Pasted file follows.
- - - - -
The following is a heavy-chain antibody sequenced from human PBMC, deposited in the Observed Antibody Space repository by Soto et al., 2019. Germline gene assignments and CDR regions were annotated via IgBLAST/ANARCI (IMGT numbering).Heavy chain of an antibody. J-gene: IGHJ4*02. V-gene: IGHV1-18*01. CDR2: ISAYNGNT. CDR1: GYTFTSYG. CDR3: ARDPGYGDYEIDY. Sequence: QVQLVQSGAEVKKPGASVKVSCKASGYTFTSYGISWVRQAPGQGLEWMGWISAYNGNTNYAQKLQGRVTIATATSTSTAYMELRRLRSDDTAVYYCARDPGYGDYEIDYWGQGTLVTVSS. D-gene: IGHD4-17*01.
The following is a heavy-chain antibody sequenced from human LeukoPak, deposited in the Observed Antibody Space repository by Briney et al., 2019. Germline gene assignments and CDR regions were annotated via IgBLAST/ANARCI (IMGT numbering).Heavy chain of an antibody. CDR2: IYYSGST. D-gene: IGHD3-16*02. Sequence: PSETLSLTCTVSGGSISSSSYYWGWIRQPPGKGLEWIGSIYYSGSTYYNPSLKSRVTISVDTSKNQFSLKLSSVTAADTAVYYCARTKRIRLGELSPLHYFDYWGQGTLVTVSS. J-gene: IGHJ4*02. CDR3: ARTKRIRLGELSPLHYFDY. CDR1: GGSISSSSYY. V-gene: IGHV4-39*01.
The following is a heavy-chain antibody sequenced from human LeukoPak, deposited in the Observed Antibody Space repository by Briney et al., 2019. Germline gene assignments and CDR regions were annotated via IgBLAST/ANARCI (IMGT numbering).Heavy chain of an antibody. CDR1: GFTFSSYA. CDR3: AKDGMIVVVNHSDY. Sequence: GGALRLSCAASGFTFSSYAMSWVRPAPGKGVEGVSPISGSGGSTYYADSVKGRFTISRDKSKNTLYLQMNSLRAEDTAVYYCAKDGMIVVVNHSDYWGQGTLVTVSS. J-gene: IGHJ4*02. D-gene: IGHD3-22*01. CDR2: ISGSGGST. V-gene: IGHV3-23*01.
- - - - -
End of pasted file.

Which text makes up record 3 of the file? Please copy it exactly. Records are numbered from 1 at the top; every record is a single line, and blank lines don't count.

The following is a heavy-chain antibody sequenced from human LeukoPak, deposited in the Observed Antibody Space repository by Briney et al., 2019. Germline gene assignments and CDR regions were annotated via IgBLAST/ANARCI (IMGT numbering).Heavy chain of an antibody. CDR1: GFTFSSYA. CDR3: AKDGMIVVVNHSDY. Sequence: GGALRLSCAASGFTFSSYAMSWVRPAPGKGVEGVSPISGSGGSTYYADSVKGRFTISRDKSKNTLYLQMNSLRAEDTAVYYCAKDGMIVVVNHSDYWGQGTLVTVSS. J-gene: IGHJ4*02. D-gene: IGHD3-22*01. CDR2: ISGSGGST. V-gene: IGHV3-23*01.